A sheep was brought in, kicking a bit and trying to make a run for it, and the sheerer flipped the poor thing over and held her between his legs. Once he started sheering the sheep kind of relaxed while she settled in for a haircut. My theory is that, from the sheep’s point for view, there are only two reasons they would be captured by the farm staff, and once they realize it’s just a hairstyling they lay back and relax in relief.
They repeated the procedure with another terrified animal and within moments she went from Crystal Gayle to Sinead O’Conner, again going limp once she realized it was the barber and not the butcher. It was amazing how quickly they sheer them—we were told a good sheerer could clip 400 sheep a day.
We went outside to again gaze in awe at the incredible views, and this time we were treated to a demonstration of the sheep dogs. There are two types, the one that herds the sheep toward you, and one that chases them away from you. The first one is the one you think of as a sheep-dog, a spaniel with a little whippet mixed in. She silently herds the flock, running around the back edges and nudging any stragglers back toward the group. The other dog has an enormous, gravely bark. Not as terrifying as Leona Helmsleysinging God Bless America, but still pretty commanding. This dog’s job is to push the flock into the field, and he does this by flanking their sides, barking loudly, and generally scaring the shit out of them. They gave several demonstrations of herding the sheep one way and then pushing them back—the sheep had no idea what the hell was going on—running back and forth with the dogs at their heels. Poor things. (I took some video but can’t post with the ships slow internet, I’ll post the videos when I get back.)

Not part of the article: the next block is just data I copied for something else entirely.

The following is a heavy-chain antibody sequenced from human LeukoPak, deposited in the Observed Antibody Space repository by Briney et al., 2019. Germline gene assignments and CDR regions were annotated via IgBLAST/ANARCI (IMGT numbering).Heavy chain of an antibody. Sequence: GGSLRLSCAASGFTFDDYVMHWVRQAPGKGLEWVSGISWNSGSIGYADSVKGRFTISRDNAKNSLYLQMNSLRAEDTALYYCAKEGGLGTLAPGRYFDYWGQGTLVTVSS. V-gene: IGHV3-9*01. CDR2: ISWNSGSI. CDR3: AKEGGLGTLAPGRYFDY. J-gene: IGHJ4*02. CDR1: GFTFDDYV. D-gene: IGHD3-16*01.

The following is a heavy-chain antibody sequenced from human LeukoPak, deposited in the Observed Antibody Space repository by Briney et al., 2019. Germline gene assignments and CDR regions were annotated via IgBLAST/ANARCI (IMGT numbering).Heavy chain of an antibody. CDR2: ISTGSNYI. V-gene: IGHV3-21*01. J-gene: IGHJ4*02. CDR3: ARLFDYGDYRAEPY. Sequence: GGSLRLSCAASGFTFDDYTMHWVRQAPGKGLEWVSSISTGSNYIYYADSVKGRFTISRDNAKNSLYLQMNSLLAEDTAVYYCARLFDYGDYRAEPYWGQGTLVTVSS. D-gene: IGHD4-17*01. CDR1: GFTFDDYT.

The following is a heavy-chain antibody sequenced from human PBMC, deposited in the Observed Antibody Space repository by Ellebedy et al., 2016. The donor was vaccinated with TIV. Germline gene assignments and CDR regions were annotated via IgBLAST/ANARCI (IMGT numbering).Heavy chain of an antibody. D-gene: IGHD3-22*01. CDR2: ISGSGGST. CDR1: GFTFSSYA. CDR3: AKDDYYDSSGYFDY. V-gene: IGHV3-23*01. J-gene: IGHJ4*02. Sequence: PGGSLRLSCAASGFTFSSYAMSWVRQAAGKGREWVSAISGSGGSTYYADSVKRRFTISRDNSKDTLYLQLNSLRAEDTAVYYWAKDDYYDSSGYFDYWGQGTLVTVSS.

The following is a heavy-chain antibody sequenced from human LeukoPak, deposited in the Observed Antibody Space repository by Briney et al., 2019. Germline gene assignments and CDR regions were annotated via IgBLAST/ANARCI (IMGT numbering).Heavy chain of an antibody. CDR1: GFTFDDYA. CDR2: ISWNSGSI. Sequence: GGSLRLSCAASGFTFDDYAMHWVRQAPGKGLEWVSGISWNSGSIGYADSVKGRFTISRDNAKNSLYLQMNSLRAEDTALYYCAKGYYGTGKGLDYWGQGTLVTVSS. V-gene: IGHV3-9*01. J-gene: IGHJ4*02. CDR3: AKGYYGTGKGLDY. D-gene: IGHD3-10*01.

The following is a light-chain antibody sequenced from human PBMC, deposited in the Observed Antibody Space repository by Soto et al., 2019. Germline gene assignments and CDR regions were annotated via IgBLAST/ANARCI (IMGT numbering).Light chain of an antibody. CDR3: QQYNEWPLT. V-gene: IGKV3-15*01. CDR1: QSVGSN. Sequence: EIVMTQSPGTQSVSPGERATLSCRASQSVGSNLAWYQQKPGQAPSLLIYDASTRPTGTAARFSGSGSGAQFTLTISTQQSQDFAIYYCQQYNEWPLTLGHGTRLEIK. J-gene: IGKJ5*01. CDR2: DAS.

The handlers signal to the dogs with calls and whistles. The dogs are so well trained that no matter what is happening they turn right, left, sit or return on command. Very smart, very well trained. I never get that dog. I get the ones who, at any given command, roll their eyes like a teenager before doing exactly what they want.
The final part of the trip was a wine lecture (fairly basic, I could have taught it) and some delicious homemade snacks—including jars of their own homemade honey.